4. Carry different types of payment options, from cash to credit cards to travellers’ cheques. If you’re stepping off the plane into a taxi, or you just need cash for snacks on the plane, you’ll be glad to have a few euros in hand. This is especially important if you’re heading to small towns, as we were. I enjoyed perusing the local wines in Alsace, but it was a challenge to find something to eat in the first couple of days, as we arrived on a Sunday afternoon when only the street market was open. Thankfully, I had cash on hand, and we had delicious local yogurt, vegetables, fruit, and bread from the market, feasting on these foods until everything opened on Tuesday morning. Get euros in smaller denominations, bring a debit and credit card, and bring travellers’ cheques if you’re worried about losing your wallet. Budget sensibly and with exchange rates in mind: $1 Canadian equals about 0.77 euros, and the cost of living varies significantly between countries on the continent.

7 Tips for Wrangling Your Travel Documents

Going to Europe? Here’s a shortlist of what you’ll need to bring:

1. Passport: This most essential of travel documents must be good for at least six months past your expected return date, or you may not be allowed to board the plane. Children also need a passport. It can take up to a month to get a new passport, although you can place a rush order for $70 and your passport will be ready in 24 hours. If you have a little more than a week, an express order is $30 and can take up to nine days. Canadians don’t need a visa to travel to Europe if they are going for three months or less.

2. Travel Medical Insurance: Make sure that you have access to great health-care when you travel. Get an insurance policy that covers your medical needs when you’re away from your home province.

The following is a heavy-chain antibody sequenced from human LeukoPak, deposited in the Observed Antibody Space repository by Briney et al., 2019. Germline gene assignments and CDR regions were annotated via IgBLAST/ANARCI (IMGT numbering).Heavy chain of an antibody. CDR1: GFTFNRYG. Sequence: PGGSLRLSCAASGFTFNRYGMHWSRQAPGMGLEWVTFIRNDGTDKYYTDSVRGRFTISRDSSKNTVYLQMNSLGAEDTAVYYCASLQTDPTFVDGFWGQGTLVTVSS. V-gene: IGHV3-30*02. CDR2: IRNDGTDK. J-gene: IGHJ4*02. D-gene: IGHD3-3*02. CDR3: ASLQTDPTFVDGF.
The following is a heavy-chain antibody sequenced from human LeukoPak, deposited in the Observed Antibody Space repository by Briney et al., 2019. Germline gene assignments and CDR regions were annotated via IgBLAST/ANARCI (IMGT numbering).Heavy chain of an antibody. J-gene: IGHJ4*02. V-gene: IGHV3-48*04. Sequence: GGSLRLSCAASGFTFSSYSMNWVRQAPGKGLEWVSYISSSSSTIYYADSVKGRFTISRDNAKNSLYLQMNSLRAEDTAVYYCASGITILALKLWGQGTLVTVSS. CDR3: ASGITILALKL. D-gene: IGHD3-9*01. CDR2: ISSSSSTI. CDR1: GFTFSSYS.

3. International Driving Permit: If you’re renting a car in Europe, you may be able to get by on your Canadian driver’s licence. Then again, companies in smaller towns may require the international version of a driver’s licence: the international driving permit. It’s good to have on hand, and it’s only $25.

4. Medical Notes: Make sure that your medicine is clearly labelled and in its original container, and get a note from your doctor with a statement saying what the medicines are for.

5. Travelling With Children: It’s best to have a notarized letter from your partner or former partner stating that you have permission to bring your child abroad. The Canadian government has an excellent customizable letter that you can use for this purpose.

6. Travel itineraries and tickets: If you’ve pre-booked for museums and travel plans, keep your receipt information easily retrievable on your smartphone or in paper format. Somewhere where they are handy.

7. Keep a copy of your documents in a different location, just in case you do lose them. You could even keep them with a friend or family member at home. That way, if the worst happens and you lose your travel documents, you have a copy of these important papers that you can access.

The rolling hills, the glorious architecture, the boundless paperwork. Going to Europe for the first time (or the first time in a long time) can seem like you’re wading through reams of paper, but the end result is worth it: A trip where the only bumps in the road are the potholes on the way to see some intriguing local sights.


About the Author

Tricia Edgar